September 30, 2008

Is It Autumn Yet?

Okay so I'm still not used to living in Southern California. It's only been three years now, one would think I'd be used to 97 degree weather through September. Really when does it cool down again? I seem to forget every year in the midst of my yearning to bundle up and layer. My memory is clouded with dreams of sipping steaming mugs of hot cocoa by the fire (we don't have a fireplace) and visions of warming the house with the scent of baking apples and spices.

Forgoing the hot cocoa by the fire. I have managed to sweat us out of our house these last few days. I've overheated our home with double batches of chicken stock, black bean soup, chicken pot pie, oatmeal date cookies & roasted butternut squash ravioli.

I've dressed in long sleeve blouses and pants simply to walk outside and quickly realize a tank top and skirt would have been a better choice.

I'm trying my darnedest to conjure up those romantic Autumn days. I've always loved Fall; the change from sunshine soaked siestas to crisp cooling afternoons. Midday runs, when rays from the sun are a warm welcome. Blustery windstorms that call for blankets and snuggling. The fiery orange glow of leaves falling and the crinkly sound of raking them into a pile.

This recipe is my tribute to the days of Autumn, when leaves are turning, wind is blowing and we get the craving to fill our bellies with something warm.

Roasted Butternut Squash Ravioli
Makes about 3 dozen

2 heaping Cups, AP flour
3 Large eggs

2 C roasted butternut squash puree
1/4 C goat cheese
1/4 C grated pecorino romano
1 small yellow onion, caramelized

Browned Sage Butter Sauce:
1/2 stick unsalted butter
7 large sage leaves

Place the flour in a large bowl, make a well in the middle and fill with the eggs. Using your fingers, move your hand in a small circular motion and mix the eggs into the flour. Pull it all together until it forms a ball, then knead for a few minutes. Form into a ball, wrap in plastic and pop in the fridge for an hour.

To roast the butternut squash, cut in half, scoop out seeds, drizzle with olive oil, season with salt and place on a baking sheet cut side down, bake at 400 degrees F until fork tender about 45 minutes- an hour.
Once cool enough to handle, peel away and discard the skin. Mash the flesh with a fork or potato masher.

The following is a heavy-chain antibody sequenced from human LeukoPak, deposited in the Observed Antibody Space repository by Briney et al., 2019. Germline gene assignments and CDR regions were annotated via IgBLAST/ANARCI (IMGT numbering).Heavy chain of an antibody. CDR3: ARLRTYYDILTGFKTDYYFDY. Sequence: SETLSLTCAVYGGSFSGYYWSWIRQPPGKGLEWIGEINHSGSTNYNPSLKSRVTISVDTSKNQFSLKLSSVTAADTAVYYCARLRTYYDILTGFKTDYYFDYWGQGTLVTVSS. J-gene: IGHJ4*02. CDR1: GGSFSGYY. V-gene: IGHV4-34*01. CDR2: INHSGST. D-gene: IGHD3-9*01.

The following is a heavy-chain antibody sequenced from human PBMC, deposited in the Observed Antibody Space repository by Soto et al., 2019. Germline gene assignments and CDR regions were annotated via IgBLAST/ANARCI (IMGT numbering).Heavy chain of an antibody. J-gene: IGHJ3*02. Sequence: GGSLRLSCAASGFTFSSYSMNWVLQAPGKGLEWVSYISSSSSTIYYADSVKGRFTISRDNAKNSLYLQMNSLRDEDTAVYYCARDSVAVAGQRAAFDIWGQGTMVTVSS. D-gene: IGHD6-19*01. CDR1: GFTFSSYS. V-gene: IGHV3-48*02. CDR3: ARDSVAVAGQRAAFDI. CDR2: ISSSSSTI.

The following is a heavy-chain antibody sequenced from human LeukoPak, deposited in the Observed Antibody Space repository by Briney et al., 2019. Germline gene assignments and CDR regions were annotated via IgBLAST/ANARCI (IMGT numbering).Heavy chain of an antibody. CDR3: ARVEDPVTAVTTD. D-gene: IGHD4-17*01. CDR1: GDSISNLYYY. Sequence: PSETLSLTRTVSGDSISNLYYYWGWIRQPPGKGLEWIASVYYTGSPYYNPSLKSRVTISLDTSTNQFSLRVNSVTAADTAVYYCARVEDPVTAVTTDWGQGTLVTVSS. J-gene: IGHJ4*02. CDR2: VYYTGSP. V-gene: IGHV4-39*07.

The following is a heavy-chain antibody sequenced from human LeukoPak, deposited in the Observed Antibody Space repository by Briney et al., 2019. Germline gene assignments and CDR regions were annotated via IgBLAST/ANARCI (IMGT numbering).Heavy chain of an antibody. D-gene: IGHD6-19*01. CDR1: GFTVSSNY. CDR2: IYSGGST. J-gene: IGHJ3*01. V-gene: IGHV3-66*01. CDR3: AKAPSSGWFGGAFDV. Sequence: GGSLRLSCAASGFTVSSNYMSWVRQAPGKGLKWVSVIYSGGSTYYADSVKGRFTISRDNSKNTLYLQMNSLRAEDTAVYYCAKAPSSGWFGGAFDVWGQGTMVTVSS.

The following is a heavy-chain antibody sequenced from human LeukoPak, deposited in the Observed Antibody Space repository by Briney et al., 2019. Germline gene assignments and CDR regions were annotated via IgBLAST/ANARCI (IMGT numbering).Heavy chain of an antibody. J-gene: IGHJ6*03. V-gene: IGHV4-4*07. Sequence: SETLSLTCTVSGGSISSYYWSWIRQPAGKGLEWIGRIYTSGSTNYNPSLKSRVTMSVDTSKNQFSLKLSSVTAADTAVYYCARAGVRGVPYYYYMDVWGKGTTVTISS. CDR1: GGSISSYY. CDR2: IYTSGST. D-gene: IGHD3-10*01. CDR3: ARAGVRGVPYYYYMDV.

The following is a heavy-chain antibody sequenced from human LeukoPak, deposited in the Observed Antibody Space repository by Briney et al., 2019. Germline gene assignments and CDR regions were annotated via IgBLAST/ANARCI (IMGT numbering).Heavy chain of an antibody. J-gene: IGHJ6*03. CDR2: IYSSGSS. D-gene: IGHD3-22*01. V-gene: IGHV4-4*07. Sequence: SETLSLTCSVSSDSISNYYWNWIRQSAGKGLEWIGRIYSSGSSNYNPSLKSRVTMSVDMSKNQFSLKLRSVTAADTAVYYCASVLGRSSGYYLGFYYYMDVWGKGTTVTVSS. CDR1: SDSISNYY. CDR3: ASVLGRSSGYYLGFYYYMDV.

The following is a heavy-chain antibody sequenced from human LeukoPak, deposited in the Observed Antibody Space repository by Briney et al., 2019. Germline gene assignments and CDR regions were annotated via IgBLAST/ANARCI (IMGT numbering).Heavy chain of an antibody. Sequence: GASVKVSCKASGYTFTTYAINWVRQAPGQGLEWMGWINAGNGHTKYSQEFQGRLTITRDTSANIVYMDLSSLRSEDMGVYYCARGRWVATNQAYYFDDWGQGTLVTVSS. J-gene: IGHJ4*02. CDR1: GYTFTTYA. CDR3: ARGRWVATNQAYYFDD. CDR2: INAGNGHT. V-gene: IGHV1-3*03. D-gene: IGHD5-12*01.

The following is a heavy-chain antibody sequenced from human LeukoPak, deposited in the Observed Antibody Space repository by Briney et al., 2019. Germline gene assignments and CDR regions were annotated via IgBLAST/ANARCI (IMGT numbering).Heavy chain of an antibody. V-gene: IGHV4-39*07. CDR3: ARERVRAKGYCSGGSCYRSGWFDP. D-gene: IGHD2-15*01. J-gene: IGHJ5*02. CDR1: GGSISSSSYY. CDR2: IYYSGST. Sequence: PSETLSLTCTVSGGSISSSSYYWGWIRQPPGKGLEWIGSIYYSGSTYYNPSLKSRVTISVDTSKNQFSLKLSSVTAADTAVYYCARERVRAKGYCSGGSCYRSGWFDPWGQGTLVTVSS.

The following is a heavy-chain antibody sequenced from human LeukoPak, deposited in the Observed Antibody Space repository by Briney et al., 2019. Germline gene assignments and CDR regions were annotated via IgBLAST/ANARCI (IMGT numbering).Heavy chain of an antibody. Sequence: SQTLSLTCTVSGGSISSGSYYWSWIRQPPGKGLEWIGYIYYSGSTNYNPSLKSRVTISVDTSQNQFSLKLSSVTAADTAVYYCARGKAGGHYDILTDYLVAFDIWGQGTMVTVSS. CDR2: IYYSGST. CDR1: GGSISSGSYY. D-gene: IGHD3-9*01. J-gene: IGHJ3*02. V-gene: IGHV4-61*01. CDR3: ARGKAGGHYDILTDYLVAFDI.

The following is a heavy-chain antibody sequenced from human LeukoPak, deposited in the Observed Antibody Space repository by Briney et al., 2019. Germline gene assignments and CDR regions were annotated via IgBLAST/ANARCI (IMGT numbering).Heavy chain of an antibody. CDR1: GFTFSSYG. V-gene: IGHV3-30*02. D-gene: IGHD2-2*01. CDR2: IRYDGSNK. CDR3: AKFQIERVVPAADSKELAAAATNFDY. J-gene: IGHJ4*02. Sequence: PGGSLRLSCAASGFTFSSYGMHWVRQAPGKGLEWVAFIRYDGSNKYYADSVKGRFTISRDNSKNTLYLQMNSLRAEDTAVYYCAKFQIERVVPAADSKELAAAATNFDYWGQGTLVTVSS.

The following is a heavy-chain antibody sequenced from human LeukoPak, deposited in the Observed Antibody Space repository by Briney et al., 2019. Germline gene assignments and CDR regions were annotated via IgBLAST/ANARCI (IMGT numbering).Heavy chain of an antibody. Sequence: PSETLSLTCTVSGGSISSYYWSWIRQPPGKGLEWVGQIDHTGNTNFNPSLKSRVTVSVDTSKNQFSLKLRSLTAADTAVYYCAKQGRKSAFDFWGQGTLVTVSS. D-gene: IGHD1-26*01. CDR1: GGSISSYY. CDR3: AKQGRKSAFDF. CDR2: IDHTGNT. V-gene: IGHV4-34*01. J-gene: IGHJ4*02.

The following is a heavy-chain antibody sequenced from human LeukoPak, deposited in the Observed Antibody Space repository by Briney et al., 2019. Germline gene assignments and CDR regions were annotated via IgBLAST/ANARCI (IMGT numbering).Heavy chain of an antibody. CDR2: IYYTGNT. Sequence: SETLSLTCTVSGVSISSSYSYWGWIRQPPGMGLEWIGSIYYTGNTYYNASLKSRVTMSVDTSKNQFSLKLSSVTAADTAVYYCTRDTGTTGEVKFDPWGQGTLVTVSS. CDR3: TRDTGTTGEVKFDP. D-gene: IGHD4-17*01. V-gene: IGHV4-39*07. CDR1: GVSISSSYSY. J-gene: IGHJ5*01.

For the caramelized onions, grate a small yellow onion and saute over medium heat with about 3 T of unsalted butter and 5 sprigs of thyme. Once the onion starts to brown, pour in 1/4 C of white wine and scrape up all the browned bits in the pan, let the alcohol burn off for about a minute. Turn off heat and add another Tablespoon of butter and 1 T of sage honey.

Mix together the butternut squash puree, caramelized onions, goat cheese & pecorino and set aside.

To roll out the ravioli, use a pasta machine. I use an old hand-crank machine, but many electric mixers have the pasta accessories. If using an old fashioned hand-crank machine then start on the largest setting and run 1/2 of the dough through twice, then fold in half and run through again. Click to the next setting down and run the dough through twice. Continue this down to the second to last setting.

Once your pasta is rolled out, then place a walnut size nub of filling down the center, leaving about 2 inches of space on both sides of the nub. Take a pastry brush and dab the pasta with a bit of water. Fold the top portion over the bottom and seal, take your fingers and seal around each bit of filling. Cut into individual ravioli, using a knife or a fluted pasta roller (sort of like a miniature pizza cutter).

Cook the ravioli in boiling salted water. You'll know that they are ready when they look as though they are trying to jump out of the pot.

Browned Sage Butter Sauce:
In a saute pan, warm 1/2 stick of unsalted butter with 7 sage leaves over medium-high heat. The sauce is ready for the pasta once it begins to brown and gives off a nutty scent. Toss in the cooked ravioli and 1/4 C of the boiling pasta water and cook for 30 seconds before plating. Serve with grated pecornio.

Buon Appetito!

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